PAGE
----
City MLA wants cost of federal crime bill
BY JENNIFER MOREAU, BURNABY NOW
How much will the federal government's omnibus crime bill cost B.C.? That's the billion dollar question one local politician is asking, and blank documents released through freedom of information requests aren't helping solve the mystery.
Burnaby MLA Kathy Corrigan, the NDP's public safety and corrections critic, made freedom of information requests on the provincial government's costing and correspondence in respect to Bill C-10, also known as the omnibus crime bill. She received roughly 300 pages of documents, but information on costing was redacted.
"All the pages that have to do with costing are blanked out," Corrigan said. "Either they haven't got very far along, and they don't know what the costs are, or they are hiding the truth, and I just don't know why they won't tell British Columbians what the costs are of Bill C-10."
The federal Conservatives passed the bill in March. It calls for tougher measures to fight crime, but politicians like Corrigan have raised concerns about who will bear the brunt of the costs.
"We know there's going to be a very significant impact on the justice system in B.C., particularly corrections," she said. "It could be in the hundreds of millions of dollars for B.C. We just don't know, and it's time we do know."
According to Justice Minister Shirley Bond, the missing information was justified.
"The severing in the FOI is in line with exceptions under the Freedom of Information and (Protection of) Privacy Act, including information that could be harmful to intergovernmental relations, or that which is not responsive to the particular request. These decisions are made by professional public servants. It's important to note that small sections of the more than 350 pages of records were subject to severing, the majority of the records were, in fact, released," she said. "Since we first got notification that the federal government was to bring in the bill, my ministry has been working to come up with an accurate estimate of costs, as it would be irresponsible to start guessing at numbers without them being based on fact."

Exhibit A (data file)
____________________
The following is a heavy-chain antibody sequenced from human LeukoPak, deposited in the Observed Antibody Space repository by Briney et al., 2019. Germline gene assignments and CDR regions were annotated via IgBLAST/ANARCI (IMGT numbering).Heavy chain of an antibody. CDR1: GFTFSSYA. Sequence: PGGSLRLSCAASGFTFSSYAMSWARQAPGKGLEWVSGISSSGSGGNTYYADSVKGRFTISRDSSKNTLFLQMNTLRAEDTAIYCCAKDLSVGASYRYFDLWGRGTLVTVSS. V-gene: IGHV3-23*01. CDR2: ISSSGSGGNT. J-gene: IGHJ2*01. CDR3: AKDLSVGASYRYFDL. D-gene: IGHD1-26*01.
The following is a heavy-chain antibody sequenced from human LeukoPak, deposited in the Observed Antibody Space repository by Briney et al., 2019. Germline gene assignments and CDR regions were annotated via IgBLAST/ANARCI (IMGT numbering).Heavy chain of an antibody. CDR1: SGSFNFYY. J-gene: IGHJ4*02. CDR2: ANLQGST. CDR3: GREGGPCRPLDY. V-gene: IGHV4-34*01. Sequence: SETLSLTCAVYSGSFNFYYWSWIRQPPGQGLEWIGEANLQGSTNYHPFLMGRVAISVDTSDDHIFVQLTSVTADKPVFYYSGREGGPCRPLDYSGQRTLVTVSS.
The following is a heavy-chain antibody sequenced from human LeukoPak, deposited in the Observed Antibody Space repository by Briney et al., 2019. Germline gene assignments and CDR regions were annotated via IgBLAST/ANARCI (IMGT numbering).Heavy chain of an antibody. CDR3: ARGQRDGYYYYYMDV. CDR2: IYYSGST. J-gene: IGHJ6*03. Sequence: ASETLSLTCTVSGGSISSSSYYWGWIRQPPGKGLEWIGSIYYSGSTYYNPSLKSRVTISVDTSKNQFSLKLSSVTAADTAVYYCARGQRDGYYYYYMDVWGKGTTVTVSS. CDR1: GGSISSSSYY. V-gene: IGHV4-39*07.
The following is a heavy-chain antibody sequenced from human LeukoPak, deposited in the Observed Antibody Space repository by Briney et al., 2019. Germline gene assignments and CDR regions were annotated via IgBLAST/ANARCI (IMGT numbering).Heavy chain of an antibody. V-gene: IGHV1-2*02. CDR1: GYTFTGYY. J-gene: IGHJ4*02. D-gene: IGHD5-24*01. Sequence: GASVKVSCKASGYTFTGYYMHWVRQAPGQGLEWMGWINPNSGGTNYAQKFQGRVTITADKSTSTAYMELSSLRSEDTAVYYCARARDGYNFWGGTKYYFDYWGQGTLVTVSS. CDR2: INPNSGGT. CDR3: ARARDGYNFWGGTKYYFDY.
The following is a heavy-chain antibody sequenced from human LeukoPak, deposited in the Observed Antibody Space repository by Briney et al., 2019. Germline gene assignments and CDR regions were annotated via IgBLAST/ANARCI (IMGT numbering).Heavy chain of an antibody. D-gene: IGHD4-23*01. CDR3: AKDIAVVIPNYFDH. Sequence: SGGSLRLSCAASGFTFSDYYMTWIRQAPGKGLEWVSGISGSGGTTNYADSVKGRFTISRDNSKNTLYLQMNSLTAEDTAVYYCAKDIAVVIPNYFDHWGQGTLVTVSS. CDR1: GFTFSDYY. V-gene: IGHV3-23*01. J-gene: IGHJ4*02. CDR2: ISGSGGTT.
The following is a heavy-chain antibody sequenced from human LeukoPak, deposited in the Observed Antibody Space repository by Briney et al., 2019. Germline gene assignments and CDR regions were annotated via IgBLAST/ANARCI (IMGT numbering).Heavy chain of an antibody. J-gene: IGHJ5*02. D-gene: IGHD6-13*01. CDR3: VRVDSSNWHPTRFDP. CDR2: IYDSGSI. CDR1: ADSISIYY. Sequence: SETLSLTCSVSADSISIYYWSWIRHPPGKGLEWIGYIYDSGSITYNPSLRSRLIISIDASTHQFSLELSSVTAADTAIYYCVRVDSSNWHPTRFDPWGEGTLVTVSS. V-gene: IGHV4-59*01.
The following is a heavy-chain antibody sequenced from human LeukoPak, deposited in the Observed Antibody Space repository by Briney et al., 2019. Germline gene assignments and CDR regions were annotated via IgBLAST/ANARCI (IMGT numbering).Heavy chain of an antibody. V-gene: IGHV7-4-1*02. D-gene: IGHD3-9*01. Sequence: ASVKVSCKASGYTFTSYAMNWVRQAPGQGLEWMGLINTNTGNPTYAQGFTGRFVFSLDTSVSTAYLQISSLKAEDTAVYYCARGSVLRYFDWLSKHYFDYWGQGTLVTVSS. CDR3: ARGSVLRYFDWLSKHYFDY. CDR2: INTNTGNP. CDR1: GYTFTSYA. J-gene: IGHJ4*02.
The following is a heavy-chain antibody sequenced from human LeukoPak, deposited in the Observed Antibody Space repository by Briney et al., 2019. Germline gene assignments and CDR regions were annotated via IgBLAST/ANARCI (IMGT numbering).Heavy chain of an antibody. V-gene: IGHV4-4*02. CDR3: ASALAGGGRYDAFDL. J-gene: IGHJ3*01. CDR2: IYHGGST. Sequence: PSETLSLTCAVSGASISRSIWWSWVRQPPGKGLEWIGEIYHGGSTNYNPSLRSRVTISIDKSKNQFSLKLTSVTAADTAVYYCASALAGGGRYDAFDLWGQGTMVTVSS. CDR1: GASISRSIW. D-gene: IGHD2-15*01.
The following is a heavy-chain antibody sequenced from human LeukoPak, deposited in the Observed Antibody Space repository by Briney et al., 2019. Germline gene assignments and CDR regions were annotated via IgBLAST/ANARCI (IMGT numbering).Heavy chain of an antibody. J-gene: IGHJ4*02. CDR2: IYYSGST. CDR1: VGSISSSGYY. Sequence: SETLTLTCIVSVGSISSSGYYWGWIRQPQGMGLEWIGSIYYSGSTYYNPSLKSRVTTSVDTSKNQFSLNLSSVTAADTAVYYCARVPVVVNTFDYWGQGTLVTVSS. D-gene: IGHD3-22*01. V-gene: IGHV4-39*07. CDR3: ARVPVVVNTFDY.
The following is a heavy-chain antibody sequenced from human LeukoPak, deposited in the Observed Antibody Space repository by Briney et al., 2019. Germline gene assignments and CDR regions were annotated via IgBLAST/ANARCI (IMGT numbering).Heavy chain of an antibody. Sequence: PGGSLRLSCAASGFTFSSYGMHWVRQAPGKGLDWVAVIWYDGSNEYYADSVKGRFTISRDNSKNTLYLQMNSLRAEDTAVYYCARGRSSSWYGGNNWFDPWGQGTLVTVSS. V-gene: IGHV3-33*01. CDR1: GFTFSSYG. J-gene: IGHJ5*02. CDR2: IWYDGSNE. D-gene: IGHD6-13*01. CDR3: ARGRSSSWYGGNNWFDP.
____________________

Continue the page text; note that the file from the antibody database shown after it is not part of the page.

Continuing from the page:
Mark Weiler, a local freedom of information expert, said the government should not have withheld the costing information.
"If the cost estimates are relating to a policy or project of the public body, they are not allowed to withhold. And if they are, they are doing it unlawfully," he said.
According to the act, public bodies can withhold information, but only under certain conditions.
The costing information was blanked out under section 16 and 13. Section 16 states information that could harm intergovernmental relations can be withheld. But, Weiler said, the government has to prove harm.
"Just because that information is about inter-government relations, that doesn't give full power to withhold it. The next step they have to do is show it causes harm, and the burden of proof is on them."
The other exemption used, outlined in Section 13, states that information that would reveal advice or recommendations developed by or for a public body or a minister can be withheld, something Weiler takes issue with.
"Everyone kind of knows that the government tries to hide everything under Section 13. It's a known problem," he said, adding that there's no broad interpretation of what policy advice is. "The provincial government has been getting away with this far too long."